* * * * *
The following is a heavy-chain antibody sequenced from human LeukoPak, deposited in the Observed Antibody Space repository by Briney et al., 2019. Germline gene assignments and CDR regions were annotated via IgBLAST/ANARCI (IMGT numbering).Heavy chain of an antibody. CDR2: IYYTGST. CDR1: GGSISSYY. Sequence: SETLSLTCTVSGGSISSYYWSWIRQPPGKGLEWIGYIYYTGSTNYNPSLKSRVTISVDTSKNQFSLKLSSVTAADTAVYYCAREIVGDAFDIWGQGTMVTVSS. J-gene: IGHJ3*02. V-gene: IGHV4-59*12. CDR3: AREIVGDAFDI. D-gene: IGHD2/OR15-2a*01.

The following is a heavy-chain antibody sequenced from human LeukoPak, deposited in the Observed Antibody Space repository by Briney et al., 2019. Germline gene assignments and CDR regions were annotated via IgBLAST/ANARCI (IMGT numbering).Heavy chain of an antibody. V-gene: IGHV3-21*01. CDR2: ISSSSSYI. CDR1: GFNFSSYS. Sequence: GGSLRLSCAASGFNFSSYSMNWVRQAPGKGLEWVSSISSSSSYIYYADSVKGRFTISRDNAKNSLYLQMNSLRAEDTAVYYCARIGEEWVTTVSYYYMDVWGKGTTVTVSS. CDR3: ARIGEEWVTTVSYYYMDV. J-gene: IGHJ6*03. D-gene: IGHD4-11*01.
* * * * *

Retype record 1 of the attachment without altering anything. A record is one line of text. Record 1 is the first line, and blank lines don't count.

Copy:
The following is a heavy-chain antibody sequenced from human LeukoPak, deposited in the Observed Antibody Space repository by Briney et al., 2019. Germline gene assignments and CDR regions were annotated via IgBLAST/ANARCI (IMGT numbering).Heavy chain of an antibody. CDR2: IYYTGST. CDR1: GGSISSYY. Sequence: SETLSLTCTVSGGSISSYYWSWIRQPPGKGLEWIGYIYYTGSTNYNPSLKSRVTISVDTSKNQFSLKLSSVTAADTAVYYCAREIVGDAFDIWGQGTMVTVSS. J-gene: IGHJ3*02. V-gene: IGHV4-59*12. CDR3: AREIVGDAFDI. D-gene: IGHD2/OR15-2a*01.